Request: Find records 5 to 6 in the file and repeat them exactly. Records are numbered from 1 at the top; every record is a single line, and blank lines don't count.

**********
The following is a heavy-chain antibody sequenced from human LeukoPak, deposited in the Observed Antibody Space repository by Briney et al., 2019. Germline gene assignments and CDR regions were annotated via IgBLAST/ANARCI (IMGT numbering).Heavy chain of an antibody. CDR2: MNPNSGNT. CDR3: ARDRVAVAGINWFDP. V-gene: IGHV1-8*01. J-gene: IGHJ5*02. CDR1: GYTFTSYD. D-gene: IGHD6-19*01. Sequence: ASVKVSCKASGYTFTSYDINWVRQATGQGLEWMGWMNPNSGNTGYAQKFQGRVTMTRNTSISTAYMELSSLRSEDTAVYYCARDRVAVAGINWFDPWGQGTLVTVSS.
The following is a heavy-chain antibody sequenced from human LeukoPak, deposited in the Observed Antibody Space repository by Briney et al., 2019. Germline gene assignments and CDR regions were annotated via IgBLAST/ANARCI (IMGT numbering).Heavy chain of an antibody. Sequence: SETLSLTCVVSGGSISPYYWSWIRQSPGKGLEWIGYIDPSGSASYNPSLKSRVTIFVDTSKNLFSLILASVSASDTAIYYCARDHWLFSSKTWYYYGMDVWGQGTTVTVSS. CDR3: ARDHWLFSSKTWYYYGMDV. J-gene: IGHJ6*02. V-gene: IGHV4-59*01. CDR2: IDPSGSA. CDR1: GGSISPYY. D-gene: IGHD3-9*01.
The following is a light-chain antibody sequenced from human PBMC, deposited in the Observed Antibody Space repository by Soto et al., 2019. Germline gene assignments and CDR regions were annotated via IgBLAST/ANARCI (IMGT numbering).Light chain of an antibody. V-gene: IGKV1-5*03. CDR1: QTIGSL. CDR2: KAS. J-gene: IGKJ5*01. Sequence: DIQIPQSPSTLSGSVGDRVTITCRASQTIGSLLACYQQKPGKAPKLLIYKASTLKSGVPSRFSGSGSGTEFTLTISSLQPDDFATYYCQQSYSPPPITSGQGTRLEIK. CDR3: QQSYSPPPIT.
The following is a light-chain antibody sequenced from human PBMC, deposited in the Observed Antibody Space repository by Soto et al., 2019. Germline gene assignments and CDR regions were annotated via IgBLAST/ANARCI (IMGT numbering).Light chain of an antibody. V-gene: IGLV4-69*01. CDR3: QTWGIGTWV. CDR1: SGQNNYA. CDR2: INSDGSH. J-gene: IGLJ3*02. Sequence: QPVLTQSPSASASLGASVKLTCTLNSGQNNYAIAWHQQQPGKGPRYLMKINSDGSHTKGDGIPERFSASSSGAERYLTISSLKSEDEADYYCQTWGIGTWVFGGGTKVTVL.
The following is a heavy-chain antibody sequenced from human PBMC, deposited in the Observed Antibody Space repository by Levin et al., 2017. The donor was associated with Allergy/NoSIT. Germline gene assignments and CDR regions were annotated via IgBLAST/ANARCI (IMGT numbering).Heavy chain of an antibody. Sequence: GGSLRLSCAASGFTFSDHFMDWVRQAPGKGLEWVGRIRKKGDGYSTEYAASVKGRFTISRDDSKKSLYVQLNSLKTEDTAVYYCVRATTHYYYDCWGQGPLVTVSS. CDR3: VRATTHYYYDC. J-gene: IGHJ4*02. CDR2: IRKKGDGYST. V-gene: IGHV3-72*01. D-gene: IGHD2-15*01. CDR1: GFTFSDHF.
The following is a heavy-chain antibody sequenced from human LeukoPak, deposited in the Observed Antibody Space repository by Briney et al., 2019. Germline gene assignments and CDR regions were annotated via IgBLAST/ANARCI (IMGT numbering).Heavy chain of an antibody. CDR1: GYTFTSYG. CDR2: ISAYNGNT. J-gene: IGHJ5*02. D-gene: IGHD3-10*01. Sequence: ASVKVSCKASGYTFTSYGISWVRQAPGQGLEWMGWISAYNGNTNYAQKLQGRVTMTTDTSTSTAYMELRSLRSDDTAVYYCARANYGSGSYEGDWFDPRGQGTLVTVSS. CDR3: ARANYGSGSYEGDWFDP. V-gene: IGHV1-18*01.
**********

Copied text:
The following is a heavy-chain antibody sequenced from human PBMC, deposited in the Observed Antibody Space repository by Levin et al., 2017. The donor was associated with Allergy/NoSIT. Germline gene assignments and CDR regions were annotated via IgBLAST/ANARCI (IMGT numbering).Heavy chain of an antibody. Sequence: GGSLRLSCAASGFTFSDHFMDWVRQAPGKGLEWVGRIRKKGDGYSTEYAASVKGRFTISRDDSKKSLYVQLNSLKTEDTAVYYCVRATTHYYYDCWGQGPLVTVSS. CDR3: VRATTHYYYDC. J-gene: IGHJ4*02. CDR2: IRKKGDGYST. V-gene: IGHV3-72*01. D-gene: IGHD2-15*01. CDR1: GFTFSDHF.
The following is a heavy-chain antibody sequenced from human LeukoPak, deposited in the Observed Antibody Space repository by Briney et al., 2019. Germline gene assignments and CDR regions were annotated via IgBLAST/ANARCI (IMGT numbering).Heavy chain of an antibody. CDR1: GYTFTSYG. CDR2: ISAYNGNT. J-gene: IGHJ5*02. D-gene: IGHD3-10*01. Sequence: ASVKVSCKASGYTFTSYGISWVRQAPGQGLEWMGWISAYNGNTNYAQKLQGRVTMTTDTSTSTAYMELRSLRSDDTAVYYCARANYGSGSYEGDWFDPRGQGTLVTVSS. CDR3: ARANYGSGSYEGDWFDP. V-gene: IGHV1-18*01.